A prepackaged salad mix of iceberg and romaine lettuce, carrots and red cabbage.
(Photo: Elizabeth Weise)
(USA Today) -- The outbreak of a diarrheal disease has been linked, at least in Iowa and Nebraska, to a food service salad mix sold to Olive Garden and Red Lobster restaurants. The salad mix was produced by the Mexican subsidiary of an American food-service company, the Food and Drug Administration said Friday.
At least 400 cases of cyclospora infection had been reported in 16 states as of Thursday, the Centers for Disease Control and Prevention said.
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Iowa and Nebraska state health officials had linked illnesses in those states to the salad mix, which contained iceberg and romaine lettuce, carrots and red cabbage. On Friday the FDA announced that the salad mix was produced by Taylor Farms de Mexico, a subsidiary of Taylor Farms of Salinas, Calif.
The FDA investigation found that illness clusters at the two restaurant chains in those states were traced to Taylor Farms de Mexico, the agency said in a release.
FDA has staffers working with the firm and will be conducting an environmental assessment of the firm's processing facility in Mexico to try to learn the cause of the outbreak. The company has been cooperating fully with all FDA requests.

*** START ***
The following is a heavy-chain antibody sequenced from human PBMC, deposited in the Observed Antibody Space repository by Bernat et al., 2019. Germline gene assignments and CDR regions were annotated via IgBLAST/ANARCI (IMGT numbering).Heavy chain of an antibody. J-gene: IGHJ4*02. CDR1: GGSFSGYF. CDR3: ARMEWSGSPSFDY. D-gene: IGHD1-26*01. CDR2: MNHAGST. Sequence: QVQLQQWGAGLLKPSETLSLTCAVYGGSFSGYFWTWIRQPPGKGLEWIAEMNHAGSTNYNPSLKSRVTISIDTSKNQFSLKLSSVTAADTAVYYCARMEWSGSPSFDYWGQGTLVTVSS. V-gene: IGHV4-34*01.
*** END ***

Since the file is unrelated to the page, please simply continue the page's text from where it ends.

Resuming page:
Taylor Farms is an American producer of prepackaged salads and cut vegetables, based in California's Salinas Valley, "the salad bowl of the world." The company was founded in 1995. Like many U.S. produce suppliers it has subsidiaries in Mexico where it grows vegetables and produce in the winter months.
None of Taylor Farms 11 other facilities have been connected to these cases, the company said in a news release on its website. The Mexican facility had "an exceptional food safety record," the company said.
FDA officials said they inspected the Taylor Farms de Mexico facility in 2011 and "found no notable issues."
The agency plans to increase its surveillance of green leafy products being imported into the United States from Mexico.
The Iowa Department of Inspections and Appeals (DIA) and the Nebraska Department of Health and Human Services say they do not believe the contaminated salad mix is still in the food supply in those states. The last date someone became ill with cycloporiasis in Iowa was on July 1, and in Nebraska on July 2. Bagged salad mix typically has a shelf life of no more than 14 days.
None of the bagged salad is still on the market, Taylor Farms said. "Bagged salad is safe to eat."
Whether or not the cyclospora cases in the other 14 states that have reported the illness are also linked to bagged salad from Taylor Farms de Mexico is not known. FDA and the CDC say they are continuing to investigate the outbreak.